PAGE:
This is a book about searching – searching history, searching for reasons, for meaning, for truth, for memory, for innocence, a search that takes place on an individual level and yet reflects onto the bigger picture of Germany and the aftermath of WWII. How do you deal with the memories of bad experiences? Is it better to not reflect and to only look forward? What is the value in looking back?
I was wrong to remember. To remember is wrong. Memories – true or not, enactments of any kind, attempts at experience inside the head, play acting with neurons hidden behind the bones of the skull, are he enemy of life. (pg. 183)
I found this book difficult to read which, I think, was due to the madness eddying around Margaret. I had a period in my life where I suffered from a deep depression so this hit a little close to home. I tried everything while reading to keep some sort of foundation under me – time outlines, extensive notes because I couldn’t let myself let myself go and just flow with Margaret’s thought process and experiences.
Even though the novel was written in English, there were times I felt I was reading a work that had been translated. The author speaks several languages and it may have been her intent in order to add to the “stranger in a strange land” feeling. The book is full of images, symbols, stories that my reading seemed over burdened. I found some of the metaphors convoluted that I got lost. Other times there were so many images swirling around it became hard to understand what the author was trying to emphasize. Again, that may have been Hattemer-Higgins intent in order to mimic the surreal disarray that surrounds someone in such an unsettled mental state; even so, I found it very disquieting.
Would I recommend this book – yes, cautiously. While I did have a difficult time reading it, it is a book that has grown on me after I finished it. The things that bothered me while I was reading seem to be an intrinsic part of the atmosphere the author wish to create, however the atmosphere remained unsettling. I think the author has something to say and, for the most part, she says it well. You just need to know the ride may be a little bumpy.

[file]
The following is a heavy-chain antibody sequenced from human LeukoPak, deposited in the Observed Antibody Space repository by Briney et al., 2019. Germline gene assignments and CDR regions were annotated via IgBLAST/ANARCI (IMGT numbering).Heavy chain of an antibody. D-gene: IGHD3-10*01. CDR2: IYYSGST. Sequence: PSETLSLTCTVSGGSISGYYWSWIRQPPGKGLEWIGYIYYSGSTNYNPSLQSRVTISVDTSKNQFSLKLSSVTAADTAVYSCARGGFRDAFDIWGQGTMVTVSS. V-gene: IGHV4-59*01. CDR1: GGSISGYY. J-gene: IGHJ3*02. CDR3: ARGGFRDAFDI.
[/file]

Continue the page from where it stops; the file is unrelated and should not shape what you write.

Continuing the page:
What is amazing is that going over my notes I came across two quotes that summed up my reading experience:
Margaret tried to calm herself. It was the burden of secrets that was making her crazy, she thought. To have all the pictures playing in her head, but trying to follow one single string of speech – it would drive anyone mad. (pg. 112)
Theoretically at least, she would have liked to give a realistic picture and leave it at that. But there was a problem: there was no realistic picture to return to. No one knew how it really had been. No one could ever know. Even the survivors who had lived to tell the tale did not entirely know how it had been; the experience was too large for that. There are magnitudes of suffering that cannot be held in the mind. So there was a camp, and there was a “tour”, and one was bigger than the other and would always be bigger. (Margaret’s thoughts while giving a concentration camp tour – pg. 107)